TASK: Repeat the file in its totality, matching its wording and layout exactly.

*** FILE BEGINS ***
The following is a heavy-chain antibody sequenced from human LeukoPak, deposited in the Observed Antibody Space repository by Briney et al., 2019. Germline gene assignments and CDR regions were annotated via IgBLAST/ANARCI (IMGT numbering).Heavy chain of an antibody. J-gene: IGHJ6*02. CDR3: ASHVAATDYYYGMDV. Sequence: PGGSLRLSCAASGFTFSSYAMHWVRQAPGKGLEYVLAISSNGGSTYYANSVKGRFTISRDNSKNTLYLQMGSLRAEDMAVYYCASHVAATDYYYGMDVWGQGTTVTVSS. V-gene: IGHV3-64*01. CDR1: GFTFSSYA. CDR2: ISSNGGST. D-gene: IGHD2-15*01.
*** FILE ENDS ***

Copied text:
The following is a heavy-chain antibody sequenced from human LeukoPak, deposited in the Observed Antibody Space repository by Briney et al., 2019. Germline gene assignments and CDR regions were annotated via IgBLAST/ANARCI (IMGT numbering).Heavy chain of an antibody. J-gene: IGHJ6*02. CDR3: ASHVAATDYYYGMDV. Sequence: PGGSLRLSCAASGFTFSSYAMHWVRQAPGKGLEYVLAISSNGGSTYYANSVKGRFTISRDNSKNTLYLQMGSLRAEDMAVYYCASHVAATDYYYGMDVWGQGTTVTVSS. V-gene: IGHV3-64*01. CDR1: GFTFSSYA. CDR2: ISSNGGST. D-gene: IGHD2-15*01.